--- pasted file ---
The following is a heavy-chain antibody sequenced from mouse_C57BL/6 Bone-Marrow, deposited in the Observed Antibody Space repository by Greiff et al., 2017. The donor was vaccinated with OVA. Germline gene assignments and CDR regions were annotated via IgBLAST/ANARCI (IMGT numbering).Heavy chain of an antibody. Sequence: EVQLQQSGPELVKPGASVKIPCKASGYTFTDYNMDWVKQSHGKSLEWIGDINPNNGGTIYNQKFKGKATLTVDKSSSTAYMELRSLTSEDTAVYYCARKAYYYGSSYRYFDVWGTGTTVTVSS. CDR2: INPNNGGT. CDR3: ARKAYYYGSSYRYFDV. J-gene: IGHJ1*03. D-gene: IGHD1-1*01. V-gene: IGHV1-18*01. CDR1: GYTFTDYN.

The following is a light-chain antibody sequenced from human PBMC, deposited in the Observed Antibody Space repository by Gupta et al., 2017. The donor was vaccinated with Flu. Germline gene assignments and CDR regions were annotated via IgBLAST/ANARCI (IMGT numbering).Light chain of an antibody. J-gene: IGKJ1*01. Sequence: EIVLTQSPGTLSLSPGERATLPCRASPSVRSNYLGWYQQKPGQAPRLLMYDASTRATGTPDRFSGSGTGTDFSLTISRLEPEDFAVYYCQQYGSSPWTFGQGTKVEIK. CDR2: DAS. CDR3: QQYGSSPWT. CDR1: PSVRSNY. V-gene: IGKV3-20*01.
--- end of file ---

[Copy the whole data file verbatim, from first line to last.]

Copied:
The following is a heavy-chain antibody sequenced from mouse_C57BL/6 Bone-Marrow, deposited in the Observed Antibody Space repository by Greiff et al., 2017. The donor was vaccinated with OVA. Germline gene assignments and CDR regions were annotated via IgBLAST/ANARCI (IMGT numbering).Heavy chain of an antibody. Sequence: EVQLQQSGPELVKPGASVKIPCKASGYTFTDYNMDWVKQSHGKSLEWIGDINPNNGGTIYNQKFKGKATLTVDKSSSTAYMELRSLTSEDTAVYYCARKAYYYGSSYRYFDVWGTGTTVTVSS. CDR2: INPNNGGT. CDR3: ARKAYYYGSSYRYFDV. J-gene: IGHJ1*03. D-gene: IGHD1-1*01. V-gene: IGHV1-18*01. CDR1: GYTFTDYN.

The following is a light-chain antibody sequenced from human PBMC, deposited in the Observed Antibody Space repository by Gupta et al., 2017. The donor was vaccinated with Flu. Germline gene assignments and CDR regions were annotated via IgBLAST/ANARCI (IMGT numbering).Light chain of an antibody. J-gene: IGKJ1*01. Sequence: EIVLTQSPGTLSLSPGERATLPCRASPSVRSNYLGWYQQKPGQAPRLLMYDASTRATGTPDRFSGSGTGTDFSLTISRLEPEDFAVYYCQQYGSSPWTFGQGTKVEIK. CDR2: DAS. CDR3: QQYGSSPWT. CDR1: PSVRSNY. V-gene: IGKV3-20*01.